On September 26, 1992, Henson was proclaimed, "Humanitarian, muppeteer, producer and director of films for children that encourage tolerance, interracial values, equality and fair play," when he was posthumously awarded the Children’s Peace Award. This honor, which is part of the Courage of Conscience Awards, places his name and work alongside that of humanity’s finest contributors: names such as Mahatma Gandhi; John Lennon and Rev. Dr. Martin Luther King.

The video tribute below is also a testament to his words, his work and his life, and is but a fraction of the outpouring of admiration for Henson that has made its way to the Internet over the years.

Featured on the video is the talented Kenny Loggins, singing the “Rainbow Connection” from the 1979 hit film, The Muppet Movie, which was originally sung by Henson as Kermit. The song became part of music history when it made Billboard’s Hot 100 and was nominated for an Academy Award.

Saturday, September 19, 2009

The Great Healthcare Debate

Over the last few months, I have witnessed a discourse that borders on the ridiculous over healthcare.

Supposedly, intelligent and informed people are debating this issue by yelling, screaming, going ballistic, spreading false information, utilizing scare tactics and even biting body parts – frankly, I don’t understand it.

Healthcare reform is an issue that needs to be addressed whether we are Republican , Democrat or Independent, and whether we like it or not. The financial stability of this country is dependent on reform.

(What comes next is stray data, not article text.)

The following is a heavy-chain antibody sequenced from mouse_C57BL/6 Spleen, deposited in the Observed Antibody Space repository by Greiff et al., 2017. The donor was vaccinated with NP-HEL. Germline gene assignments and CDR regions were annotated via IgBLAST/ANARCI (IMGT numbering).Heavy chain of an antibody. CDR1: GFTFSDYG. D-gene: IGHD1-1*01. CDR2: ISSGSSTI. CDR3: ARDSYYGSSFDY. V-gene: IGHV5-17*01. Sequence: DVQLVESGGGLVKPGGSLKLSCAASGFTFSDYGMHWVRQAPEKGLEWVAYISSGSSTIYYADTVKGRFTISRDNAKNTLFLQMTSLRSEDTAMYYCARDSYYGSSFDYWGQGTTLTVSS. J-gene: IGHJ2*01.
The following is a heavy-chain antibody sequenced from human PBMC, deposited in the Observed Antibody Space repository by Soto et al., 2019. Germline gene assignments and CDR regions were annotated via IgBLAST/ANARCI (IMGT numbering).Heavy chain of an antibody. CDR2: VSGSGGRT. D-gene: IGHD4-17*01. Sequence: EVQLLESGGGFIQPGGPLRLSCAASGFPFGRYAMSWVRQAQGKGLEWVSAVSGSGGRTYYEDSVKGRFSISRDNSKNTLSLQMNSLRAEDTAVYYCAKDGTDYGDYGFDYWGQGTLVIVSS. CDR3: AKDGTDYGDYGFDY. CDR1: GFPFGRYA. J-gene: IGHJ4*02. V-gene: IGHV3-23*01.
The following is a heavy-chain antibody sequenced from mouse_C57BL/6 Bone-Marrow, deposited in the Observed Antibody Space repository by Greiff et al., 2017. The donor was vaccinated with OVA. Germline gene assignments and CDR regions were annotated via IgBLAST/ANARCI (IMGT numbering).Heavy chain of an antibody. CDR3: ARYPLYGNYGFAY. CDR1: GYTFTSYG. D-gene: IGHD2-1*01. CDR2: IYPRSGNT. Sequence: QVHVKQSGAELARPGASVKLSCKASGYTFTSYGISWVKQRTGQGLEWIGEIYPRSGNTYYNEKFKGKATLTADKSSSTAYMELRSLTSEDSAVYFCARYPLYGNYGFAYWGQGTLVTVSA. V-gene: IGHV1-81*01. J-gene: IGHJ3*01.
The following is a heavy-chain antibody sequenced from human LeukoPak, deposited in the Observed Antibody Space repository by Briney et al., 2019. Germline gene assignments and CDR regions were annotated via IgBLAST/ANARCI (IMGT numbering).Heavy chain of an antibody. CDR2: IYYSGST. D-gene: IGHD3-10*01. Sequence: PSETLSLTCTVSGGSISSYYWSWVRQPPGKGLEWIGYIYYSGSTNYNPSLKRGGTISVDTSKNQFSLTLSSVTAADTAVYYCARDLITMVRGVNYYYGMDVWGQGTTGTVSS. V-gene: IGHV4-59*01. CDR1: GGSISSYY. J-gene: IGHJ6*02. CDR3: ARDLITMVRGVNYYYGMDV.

The National Coalition on Health Care, the nation's largest non-profit and “rigorously non-partisan” organization that represents 70 organizations, who in turn employ or represent about 150 million Americans, provides irrefutable statistical information (the hard facts and numbers) about the need for reform, and they don’t have an axe to grind, or an election to win, or a profit to make.

If after perusing NCHC’s website, and seeing the surprising number of mainstream and medical organizations involved that support the dissemination of real facts, or if you have still have doubts, fears or are confused about what a “Public Option” is, versus a "Co-op," the two-minute/39 seconds video below, featuring Robert Reich, is without a doubt, (IMHO) the most succinct and understandable explanation of the facts.

If you found this helpful, pass it on.

Saturday, September 12, 2009

PBS KIDS Reading Rainbow turns its last page

After 26 years of giving children reasons to read and opening up the possibilities that the love of literacy provides, PBS KIDS Reading Rainbow turned its last page Friday, August 28, 2009 when the powers-to-be gave the popular television show walking papers.

Over the years, Reading Rainbow was hosted by the genial yet kid-energizing Hollywood star, LeVar Burton, and even with the show garnering two dozen Emmy wins, a Peabody Award, TV Critics Award and NAACP Image Awards those factors did not prevent the program from being shuttered.